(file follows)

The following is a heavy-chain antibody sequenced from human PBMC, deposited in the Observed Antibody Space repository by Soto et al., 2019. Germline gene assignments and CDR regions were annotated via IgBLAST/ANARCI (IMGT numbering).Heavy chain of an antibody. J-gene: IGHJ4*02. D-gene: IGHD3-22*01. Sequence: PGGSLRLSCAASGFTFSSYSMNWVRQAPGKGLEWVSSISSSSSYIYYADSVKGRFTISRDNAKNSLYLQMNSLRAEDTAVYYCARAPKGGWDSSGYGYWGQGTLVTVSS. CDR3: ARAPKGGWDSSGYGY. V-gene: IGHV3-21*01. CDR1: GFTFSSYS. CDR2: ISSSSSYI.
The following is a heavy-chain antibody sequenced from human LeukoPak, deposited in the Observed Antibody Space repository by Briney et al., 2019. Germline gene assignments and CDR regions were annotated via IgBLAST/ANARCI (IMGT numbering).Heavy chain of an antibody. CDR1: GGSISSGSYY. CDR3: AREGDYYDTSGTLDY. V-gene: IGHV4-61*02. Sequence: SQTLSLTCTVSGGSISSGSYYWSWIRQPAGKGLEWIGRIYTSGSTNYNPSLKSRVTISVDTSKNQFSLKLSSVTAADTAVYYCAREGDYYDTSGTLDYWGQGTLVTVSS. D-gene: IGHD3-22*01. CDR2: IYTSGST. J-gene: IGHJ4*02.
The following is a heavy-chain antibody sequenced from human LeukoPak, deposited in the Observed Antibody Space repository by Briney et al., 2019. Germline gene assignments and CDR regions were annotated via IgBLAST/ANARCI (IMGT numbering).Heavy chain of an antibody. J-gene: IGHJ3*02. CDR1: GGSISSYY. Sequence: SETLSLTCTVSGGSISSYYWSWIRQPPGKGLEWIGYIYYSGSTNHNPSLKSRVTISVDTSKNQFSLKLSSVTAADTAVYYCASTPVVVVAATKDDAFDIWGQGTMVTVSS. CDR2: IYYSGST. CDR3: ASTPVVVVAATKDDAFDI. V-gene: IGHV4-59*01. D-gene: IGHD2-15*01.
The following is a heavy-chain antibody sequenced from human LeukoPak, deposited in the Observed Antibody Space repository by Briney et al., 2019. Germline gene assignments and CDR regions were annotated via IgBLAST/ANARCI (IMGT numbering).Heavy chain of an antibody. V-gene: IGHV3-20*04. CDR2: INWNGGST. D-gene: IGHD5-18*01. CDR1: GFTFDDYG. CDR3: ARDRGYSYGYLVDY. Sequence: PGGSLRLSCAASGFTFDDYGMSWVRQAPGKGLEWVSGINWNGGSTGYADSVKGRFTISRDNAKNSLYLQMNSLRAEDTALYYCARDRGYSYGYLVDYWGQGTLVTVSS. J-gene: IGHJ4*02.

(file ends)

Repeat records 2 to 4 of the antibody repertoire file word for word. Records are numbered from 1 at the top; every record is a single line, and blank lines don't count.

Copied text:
The following is a heavy-chain antibody sequenced from human LeukoPak, deposited in the Observed Antibody Space repository by Briney et al., 2019. Germline gene assignments and CDR regions were annotated via IgBLAST/ANARCI (IMGT numbering).Heavy chain of an antibody. CDR1: GGSISSGSYY. CDR3: AREGDYYDTSGTLDY. V-gene: IGHV4-61*02. Sequence: SQTLSLTCTVSGGSISSGSYYWSWIRQPAGKGLEWIGRIYTSGSTNYNPSLKSRVTISVDTSKNQFSLKLSSVTAADTAVYYCAREGDYYDTSGTLDYWGQGTLVTVSS. D-gene: IGHD3-22*01. CDR2: IYTSGST. J-gene: IGHJ4*02.
The following is a heavy-chain antibody sequenced from human LeukoPak, deposited in the Observed Antibody Space repository by Briney et al., 2019. Germline gene assignments and CDR regions were annotated via IgBLAST/ANARCI (IMGT numbering).Heavy chain of an antibody. J-gene: IGHJ3*02. CDR1: GGSISSYY. Sequence: SETLSLTCTVSGGSISSYYWSWIRQPPGKGLEWIGYIYYSGSTNHNPSLKSRVTISVDTSKNQFSLKLSSVTAADTAVYYCASTPVVVVAATKDDAFDIWGQGTMVTVSS. CDR2: IYYSGST. CDR3: ASTPVVVVAATKDDAFDI. V-gene: IGHV4-59*01. D-gene: IGHD2-15*01.
The following is a heavy-chain antibody sequenced from human LeukoPak, deposited in the Observed Antibody Space repository by Briney et al., 2019. Germline gene assignments and CDR regions were annotated via IgBLAST/ANARCI (IMGT numbering).Heavy chain of an antibody. V-gene: IGHV3-20*04. CDR2: INWNGGST. D-gene: IGHD5-18*01. CDR1: GFTFDDYG. CDR3: ARDRGYSYGYLVDY. Sequence: PGGSLRLSCAASGFTFDDYGMSWVRQAPGKGLEWVSGINWNGGSTGYADSVKGRFTISRDNAKNSLYLQMNSLRAEDTALYYCARDRGYSYGYLVDYWGQGTLVTVSS. J-gene: IGHJ4*02.